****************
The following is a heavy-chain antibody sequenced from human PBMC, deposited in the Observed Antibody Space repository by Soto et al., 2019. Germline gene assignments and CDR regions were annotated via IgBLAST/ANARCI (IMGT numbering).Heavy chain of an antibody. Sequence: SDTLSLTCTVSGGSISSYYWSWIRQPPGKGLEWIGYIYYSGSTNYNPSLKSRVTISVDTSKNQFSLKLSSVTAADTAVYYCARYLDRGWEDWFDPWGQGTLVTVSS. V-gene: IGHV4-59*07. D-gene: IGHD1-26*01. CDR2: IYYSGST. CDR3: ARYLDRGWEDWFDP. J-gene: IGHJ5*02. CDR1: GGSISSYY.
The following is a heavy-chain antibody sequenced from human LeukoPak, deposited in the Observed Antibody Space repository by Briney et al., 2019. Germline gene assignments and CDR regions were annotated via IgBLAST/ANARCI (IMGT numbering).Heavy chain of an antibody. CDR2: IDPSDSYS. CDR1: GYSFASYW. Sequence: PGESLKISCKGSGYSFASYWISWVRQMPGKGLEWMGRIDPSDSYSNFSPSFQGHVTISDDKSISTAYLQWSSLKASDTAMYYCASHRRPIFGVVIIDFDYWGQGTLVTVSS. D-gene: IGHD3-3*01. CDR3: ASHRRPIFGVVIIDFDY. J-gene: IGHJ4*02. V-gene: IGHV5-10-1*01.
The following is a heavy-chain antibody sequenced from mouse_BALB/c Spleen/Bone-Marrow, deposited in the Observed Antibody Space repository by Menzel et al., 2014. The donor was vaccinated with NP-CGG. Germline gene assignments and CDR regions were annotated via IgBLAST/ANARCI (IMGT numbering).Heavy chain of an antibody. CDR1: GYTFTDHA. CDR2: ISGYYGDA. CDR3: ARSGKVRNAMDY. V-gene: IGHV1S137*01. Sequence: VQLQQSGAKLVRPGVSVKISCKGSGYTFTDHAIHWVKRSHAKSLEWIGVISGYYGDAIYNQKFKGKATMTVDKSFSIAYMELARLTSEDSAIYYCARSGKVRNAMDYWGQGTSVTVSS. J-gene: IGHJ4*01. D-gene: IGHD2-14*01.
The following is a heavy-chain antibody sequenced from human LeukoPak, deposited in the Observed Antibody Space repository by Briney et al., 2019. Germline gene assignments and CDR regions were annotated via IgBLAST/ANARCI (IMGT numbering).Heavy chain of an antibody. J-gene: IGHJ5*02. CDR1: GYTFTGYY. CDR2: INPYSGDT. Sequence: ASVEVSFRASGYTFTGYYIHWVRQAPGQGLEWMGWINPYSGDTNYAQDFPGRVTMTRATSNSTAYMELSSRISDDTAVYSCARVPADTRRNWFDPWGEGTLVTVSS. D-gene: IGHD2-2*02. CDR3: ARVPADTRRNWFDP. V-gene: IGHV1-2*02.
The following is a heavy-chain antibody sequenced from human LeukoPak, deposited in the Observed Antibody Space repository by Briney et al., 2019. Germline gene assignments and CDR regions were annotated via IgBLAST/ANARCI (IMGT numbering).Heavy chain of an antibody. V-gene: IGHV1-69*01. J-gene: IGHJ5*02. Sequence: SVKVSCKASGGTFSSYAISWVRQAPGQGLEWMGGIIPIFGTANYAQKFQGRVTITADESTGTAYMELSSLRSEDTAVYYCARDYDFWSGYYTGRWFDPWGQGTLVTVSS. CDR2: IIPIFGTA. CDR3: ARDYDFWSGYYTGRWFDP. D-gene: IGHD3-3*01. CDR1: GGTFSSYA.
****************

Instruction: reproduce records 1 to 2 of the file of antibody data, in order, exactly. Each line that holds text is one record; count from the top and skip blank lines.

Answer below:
The following is a heavy-chain antibody sequenced from human PBMC, deposited in the Observed Antibody Space repository by Soto et al., 2019. Germline gene assignments and CDR regions were annotated via IgBLAST/ANARCI (IMGT numbering).Heavy chain of an antibody. Sequence: SDTLSLTCTVSGGSISSYYWSWIRQPPGKGLEWIGYIYYSGSTNYNPSLKSRVTISVDTSKNQFSLKLSSVTAADTAVYYCARYLDRGWEDWFDPWGQGTLVTVSS. V-gene: IGHV4-59*07. D-gene: IGHD1-26*01. CDR2: IYYSGST. CDR3: ARYLDRGWEDWFDP. J-gene: IGHJ5*02. CDR1: GGSISSYY.
The following is a heavy-chain antibody sequenced from human LeukoPak, deposited in the Observed Antibody Space repository by Briney et al., 2019. Germline gene assignments and CDR regions were annotated via IgBLAST/ANARCI (IMGT numbering).Heavy chain of an antibody. CDR2: IDPSDSYS. CDR1: GYSFASYW. Sequence: PGESLKISCKGSGYSFASYWISWVRQMPGKGLEWMGRIDPSDSYSNFSPSFQGHVTISDDKSISTAYLQWSSLKASDTAMYYCASHRRPIFGVVIIDFDYWGQGTLVTVSS. D-gene: IGHD3-3*01. CDR3: ASHRRPIFGVVIIDFDY. J-gene: IGHJ4*02. V-gene: IGHV5-10-1*01.